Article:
- Other patients can have an abnormality of the heart electrical system, which can lead to a fast or irregular heartbeat, which can cause fainting or even sudden death.
- In about one third of these episodes, no specific structural or underlying electrical problem can be identified. On rare occasions, the sudden impact of a ball or sudden physical contact can cause an irregular heart rhythm in an otherwise healthy participant.
How can we screen for heart disease in young athletes?[Open]
There are two important steps to take for screening:
- For children and teenagers, the pre-participation sports physical is the first step to detect potential heart problems.
- If any abnormalities are identified, a full clinical evaluation by a pediatrician, family doctor, sports medicine specialist or sports cardiologist should be performed prior to any athletic participation.
What kinds of tests are usually performed in a full clinical evaluation by a pediatrician, family doctor, sports medicine specialist or sports cardiologist?[Open]
Because an EKG can only look for certain structural or electrical abnormalities, another test used for screening is an echocardiogram, or cardiac ultrasound. This is a painless test to detect abnormal enlargement, thickening or dysfunction of the heart structures.
In the United States, an EKG is not routinely recommended, mainly because of the time and cost associated with the testing; however, many countries, and certain sports medicine experts, recommend an EKG, if it is feasible to obtain.
Will my child benefit from more advanced screening beyond the pre-participation physical?[Open]
All children and teenagers should undergo a standard sports physical once a year, performed by a qualified physician or sports medicine specialist. This assessment should follow the standards set by the American Heart Association.
Currently, a screening with EKG or echocardiogram is not routinely recommended, but it could be considered when there is a family history of heart disease or when parents, coaches or the athletes themselves want additional reassurance. This screening should be performed by sports medicine and cardiology specialists, who can explain both the accuracy and the limitations of the testing and act as a resource in the community for parents and coaches. **For children/athletes with symptoms, a full clinical evaluation is required, not simply a screening.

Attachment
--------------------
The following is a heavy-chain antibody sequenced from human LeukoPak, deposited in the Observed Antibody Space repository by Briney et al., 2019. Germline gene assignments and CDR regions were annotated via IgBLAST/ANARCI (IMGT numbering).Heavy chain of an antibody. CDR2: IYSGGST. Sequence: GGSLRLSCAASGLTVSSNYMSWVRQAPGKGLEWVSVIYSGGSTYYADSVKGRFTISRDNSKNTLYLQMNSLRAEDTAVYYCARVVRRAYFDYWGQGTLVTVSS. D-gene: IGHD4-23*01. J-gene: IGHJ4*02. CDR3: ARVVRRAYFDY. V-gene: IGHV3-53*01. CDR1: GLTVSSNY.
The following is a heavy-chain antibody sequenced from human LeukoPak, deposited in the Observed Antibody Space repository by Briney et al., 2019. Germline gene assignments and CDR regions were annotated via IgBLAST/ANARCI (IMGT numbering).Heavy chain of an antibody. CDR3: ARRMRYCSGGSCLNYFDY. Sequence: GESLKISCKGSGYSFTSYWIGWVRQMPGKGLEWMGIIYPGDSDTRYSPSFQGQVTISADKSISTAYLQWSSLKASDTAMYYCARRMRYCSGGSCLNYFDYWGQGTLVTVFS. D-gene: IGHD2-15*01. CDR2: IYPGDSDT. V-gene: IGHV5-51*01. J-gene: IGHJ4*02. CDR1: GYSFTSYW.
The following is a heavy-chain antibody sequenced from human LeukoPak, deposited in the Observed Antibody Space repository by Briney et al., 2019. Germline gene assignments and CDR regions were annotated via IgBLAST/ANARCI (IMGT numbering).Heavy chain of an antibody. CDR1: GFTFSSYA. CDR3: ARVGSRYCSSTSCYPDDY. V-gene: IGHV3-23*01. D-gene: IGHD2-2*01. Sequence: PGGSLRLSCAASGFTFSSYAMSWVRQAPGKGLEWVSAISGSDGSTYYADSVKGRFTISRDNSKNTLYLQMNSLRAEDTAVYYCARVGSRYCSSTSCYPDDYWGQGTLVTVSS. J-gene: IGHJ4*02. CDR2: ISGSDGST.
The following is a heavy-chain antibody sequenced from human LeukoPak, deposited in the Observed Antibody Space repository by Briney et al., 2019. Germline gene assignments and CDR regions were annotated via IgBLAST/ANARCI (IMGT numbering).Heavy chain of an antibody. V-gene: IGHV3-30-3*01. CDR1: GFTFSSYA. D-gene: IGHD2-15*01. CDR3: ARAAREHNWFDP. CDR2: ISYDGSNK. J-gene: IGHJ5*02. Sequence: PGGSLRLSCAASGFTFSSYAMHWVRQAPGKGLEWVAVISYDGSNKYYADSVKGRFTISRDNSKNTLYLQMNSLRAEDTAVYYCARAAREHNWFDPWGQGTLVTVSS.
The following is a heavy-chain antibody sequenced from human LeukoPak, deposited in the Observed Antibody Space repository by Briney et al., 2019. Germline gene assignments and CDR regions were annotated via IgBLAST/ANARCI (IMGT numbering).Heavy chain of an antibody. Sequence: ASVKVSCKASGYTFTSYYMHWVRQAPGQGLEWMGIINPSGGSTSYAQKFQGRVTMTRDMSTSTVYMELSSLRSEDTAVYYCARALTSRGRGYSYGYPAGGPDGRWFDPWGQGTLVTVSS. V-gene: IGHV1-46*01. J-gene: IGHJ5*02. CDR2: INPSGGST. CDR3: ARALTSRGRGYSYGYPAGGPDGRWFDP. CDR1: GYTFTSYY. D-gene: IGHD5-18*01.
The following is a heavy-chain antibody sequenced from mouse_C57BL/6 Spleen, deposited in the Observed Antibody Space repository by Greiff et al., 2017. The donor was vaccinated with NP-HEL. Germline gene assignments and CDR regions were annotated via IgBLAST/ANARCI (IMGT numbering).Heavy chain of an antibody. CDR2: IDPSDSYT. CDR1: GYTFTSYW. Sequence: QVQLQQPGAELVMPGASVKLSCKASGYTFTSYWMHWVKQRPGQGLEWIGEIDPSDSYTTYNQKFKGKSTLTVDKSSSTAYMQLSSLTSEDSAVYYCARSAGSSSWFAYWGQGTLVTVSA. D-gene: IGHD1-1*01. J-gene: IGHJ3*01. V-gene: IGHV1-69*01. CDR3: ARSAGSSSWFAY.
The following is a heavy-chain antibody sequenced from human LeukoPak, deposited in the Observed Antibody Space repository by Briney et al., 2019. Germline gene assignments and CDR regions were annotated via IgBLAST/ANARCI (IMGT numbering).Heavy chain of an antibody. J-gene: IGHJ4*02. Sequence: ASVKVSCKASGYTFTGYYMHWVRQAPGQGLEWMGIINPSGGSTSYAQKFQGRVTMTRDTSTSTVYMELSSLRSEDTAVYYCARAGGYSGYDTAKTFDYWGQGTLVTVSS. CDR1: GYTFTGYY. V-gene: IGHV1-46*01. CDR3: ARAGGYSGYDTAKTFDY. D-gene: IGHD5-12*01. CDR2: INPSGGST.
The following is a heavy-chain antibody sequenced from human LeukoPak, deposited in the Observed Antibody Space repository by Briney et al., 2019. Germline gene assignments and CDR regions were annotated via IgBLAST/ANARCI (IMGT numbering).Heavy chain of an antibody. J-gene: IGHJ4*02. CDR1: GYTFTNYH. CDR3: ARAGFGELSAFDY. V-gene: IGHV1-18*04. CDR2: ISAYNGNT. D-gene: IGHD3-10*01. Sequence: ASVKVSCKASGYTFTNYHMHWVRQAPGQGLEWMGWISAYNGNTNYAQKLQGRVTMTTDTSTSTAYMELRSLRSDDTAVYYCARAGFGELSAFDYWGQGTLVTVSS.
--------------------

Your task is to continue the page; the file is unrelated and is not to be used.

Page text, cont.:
When do I need to withhold my child or athlete from physical activity?[Open]
This decision can only be made by the parent or athlete in consultation with a personal physician or sports medicine specialist who has personally evaluated your child. OhioHealth offers consultative services from sports cardiologists and/or sports medicine specialists, allowing prompt evaluation and testing when necessary, with the goal of providing urgent assessment, therapy, if needed, and return to normal activity and athletics.
What else can I do to understand Sudden Cardiac Death?[Open]
There are things you can do today and additional resources to better understand your young athlete's risk:
- Know your family history
- Ask questions about your child's heart health
- Take symptoms seriously and ask your physician for further cardiac testing
- Find out if your child's school, sporting events and practices are equipped with an Automated External Defibrillator (AED) and staff trained to use it.
- Learn CPR & AED use
- Join Parent Heart Watch
How can I help if I witness an athlete collapse or faint?[Open]
Find out if your child’s school, sporting events or practices are equipped with an Automated External Defibrillator (AED) and staff trained to use it. Learn CPR and AED use.
Read more about heart health and screening guidelines in these additional resources: